U.S. soybean farmers have worked for more than 30 years to develop their trade relationship with China, which now represents more trade than all other soybean-buying nations combined. During the current marketing year, China bought $14 billion of U.S. soybeans because China trusts that the U.S. will sell them "a safe, reliable, and certain product. Anything that might undermine that trust is not good for our market."

It's also important that farmers respect China's rules, he told DTN. ASA, other ag industry groups and USDA are all working with China in hopes of developing a new regulatory approval process that's transparent, timely and based on science.

"We remain frustrated with the pace and murkiness of regulatory approvals in some of our export markets, but we also recognize that the rules are the rules in those markets, and we have to respect them. That means that we simply can't send grain with traits that aren't yet approved," said Wade Cowan, a producer from Brownfield, Texas, and ASA's first vice president in a press release. "Every necessary precaution needs to be taken by originating trait providers and seed companies, and then on our farms, at the elevators, at terminals and at ports, to prevent seed with unapproved traits from entering the supply chain.

"The longer term answer, of course, is a more efficient and transparent system of foreign approvals, and a global policy to allow for the low level presence of biotech traits that are fully approved in a producing market but not yet approved in an export market."

Crops Technology Editor Pamela Smith contributed to this article.

Katie Micik can be reached at


blog iconDTN Blogs & Forums
DTN Market Matters Blog
Katie Micik
Markets Editor
Friday, September 19, 2014 7:00PM CDT
Monday, September 15, 2014 4:59PM CDT
Thursday, September 4, 2014 9:17PM CDT
Technically Speaking
Darin Newsom
DTN Senior Analyst
Saturday, September 20, 2014 1:42PM CDT
Wednesday, September 17, 2014 1:49PM CDT
Sunday, September 14, 2014 3:09PM CDT
Fundamentally Speaking
Joel Karlin
DTN Contributing Analyst
Wednesday, September 17, 2014 2:58PM CDT
Monday, September 15, 2014 1:41PM CDT
Friday, September 12, 2014 12:26PM CDT
DTN Ag Policy Blog
Chris Clayton
DTN Ag Policy Editor
Friday, September 19, 2014 6:58PM CDT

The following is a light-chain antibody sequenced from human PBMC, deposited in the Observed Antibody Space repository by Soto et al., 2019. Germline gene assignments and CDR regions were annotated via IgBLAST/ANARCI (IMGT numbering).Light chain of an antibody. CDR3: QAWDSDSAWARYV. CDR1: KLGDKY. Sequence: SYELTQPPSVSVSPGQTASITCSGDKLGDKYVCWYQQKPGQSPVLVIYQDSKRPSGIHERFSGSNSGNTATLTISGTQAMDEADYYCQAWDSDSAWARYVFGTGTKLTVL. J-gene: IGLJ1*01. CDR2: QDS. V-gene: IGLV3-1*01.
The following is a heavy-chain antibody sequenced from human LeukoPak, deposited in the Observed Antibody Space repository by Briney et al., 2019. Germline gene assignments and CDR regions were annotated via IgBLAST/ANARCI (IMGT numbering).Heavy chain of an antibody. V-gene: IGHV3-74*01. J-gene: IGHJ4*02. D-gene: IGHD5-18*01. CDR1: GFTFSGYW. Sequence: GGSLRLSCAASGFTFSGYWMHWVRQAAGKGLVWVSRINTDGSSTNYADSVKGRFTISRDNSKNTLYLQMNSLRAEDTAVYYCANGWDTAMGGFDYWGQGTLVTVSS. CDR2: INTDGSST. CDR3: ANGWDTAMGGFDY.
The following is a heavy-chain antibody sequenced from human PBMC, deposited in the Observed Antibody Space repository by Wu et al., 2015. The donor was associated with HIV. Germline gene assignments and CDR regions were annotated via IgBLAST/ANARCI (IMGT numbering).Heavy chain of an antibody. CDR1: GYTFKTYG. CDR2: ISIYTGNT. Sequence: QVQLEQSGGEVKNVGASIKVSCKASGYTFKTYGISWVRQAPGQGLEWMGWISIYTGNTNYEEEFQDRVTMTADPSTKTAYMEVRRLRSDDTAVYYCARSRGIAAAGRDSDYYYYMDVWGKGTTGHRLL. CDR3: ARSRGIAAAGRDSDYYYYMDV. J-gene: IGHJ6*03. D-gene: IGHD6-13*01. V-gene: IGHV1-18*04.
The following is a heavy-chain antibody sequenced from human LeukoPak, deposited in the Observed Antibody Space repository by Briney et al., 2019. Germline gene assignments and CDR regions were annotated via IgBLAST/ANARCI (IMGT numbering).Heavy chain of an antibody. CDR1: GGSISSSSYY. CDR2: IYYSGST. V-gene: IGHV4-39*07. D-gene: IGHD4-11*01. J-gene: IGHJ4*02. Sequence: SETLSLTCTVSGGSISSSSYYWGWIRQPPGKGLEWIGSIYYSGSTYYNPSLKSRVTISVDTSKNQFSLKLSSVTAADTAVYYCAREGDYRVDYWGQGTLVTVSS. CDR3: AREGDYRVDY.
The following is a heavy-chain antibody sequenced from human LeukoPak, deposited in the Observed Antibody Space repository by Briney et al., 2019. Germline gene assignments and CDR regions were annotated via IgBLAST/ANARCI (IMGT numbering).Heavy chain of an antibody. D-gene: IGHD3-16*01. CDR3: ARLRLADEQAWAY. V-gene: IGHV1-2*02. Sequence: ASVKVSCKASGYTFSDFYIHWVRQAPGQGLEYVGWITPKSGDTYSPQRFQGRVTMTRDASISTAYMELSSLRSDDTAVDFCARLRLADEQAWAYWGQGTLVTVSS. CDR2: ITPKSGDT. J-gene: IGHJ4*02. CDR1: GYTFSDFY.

Thursday, September 18, 2014 4:02AM CDT
Thursday, September 18, 2014 4:02AM CDT
Minding Ag's Business
Marcia Taylor
DTN Executive Editor
Tuesday, September 16, 2014 4:05PM CDT
Tuesday, August 26, 2014 6:26PM CDT
Friday, August 22, 2014 8:34PM CDT
DTN Ag Weather Forum
Bryce Anderson
DTN Ag Meteorologist and DTN Analyst
Friday, September 19, 2014 7:38PM CDT
Thursday, September 18, 2014 4:01PM CDT
Wednesday, September 17, 2014 8:57PM CDT
Thursday, September 18, 2014 8:20PM CDT
Thursday, September 18, 2014 5:45PM CDT
Wednesday, September 17, 2014 8:02PM CDT
DTN Production Blog
Pam Smith
Crops Technology Editor
Friday, September 19, 2014 7:15PM CDT
Thursday, September 4, 2014 11:19AM CDT
Thursday, August 28, 2014 7:40PM CDT
Harrington's Sort & Cull
John Harrington
DTN Livestock Analyst
Friday, September 12, 2014 8:08PM CDT
Friday, August 22, 2014 6:26PM CDT
Friday, August 15, 2014 7:42PM CDT
South America Calling
Alastair Stewart
South America Correspondent
Friday, September 19, 2014 5:03PM CDT
Thursday, September 18, 2014 6:22PM CDT
Thursday, September 18, 2014 6:22PM CDT
An Urban’s Rural View
Urban Lehner
Editor Emeritus
Tuesday, September 16, 2014 10:32PM CDT
Thursday, September 11, 2014 12:51AM CDT
Wednesday, September 3, 2014 6:03PM CDT
Machinery Chatter
Jim Patrico
Progressive Farmer Senior Editor
Tuesday, September 16, 2014 4:32PM CDT
Wednesday, September 10, 2014 8:25PM CDT
Tuesday, August 26, 2014 3:32PM CDT
Canadian Markets
Cliff Jamieson
Canadian Grains Analyst
Friday, September 19, 2014 9:05PM CDT
Thursday, September 18, 2014 10:34PM CDT
Wednesday, September 17, 2014 10:11PM CDT
Editor’s Notebook
Greg D. Horstmeier
DTN Editor-in-Chief
Wednesday, September 17, 2014 8:32PM CDT
Friday, September 12, 2014 7:13PM CDT
Wednesday, August 27, 2014 6:39PM CDT
Copyright DTN. All rights reserved. Disclaimer.
Powered By DTN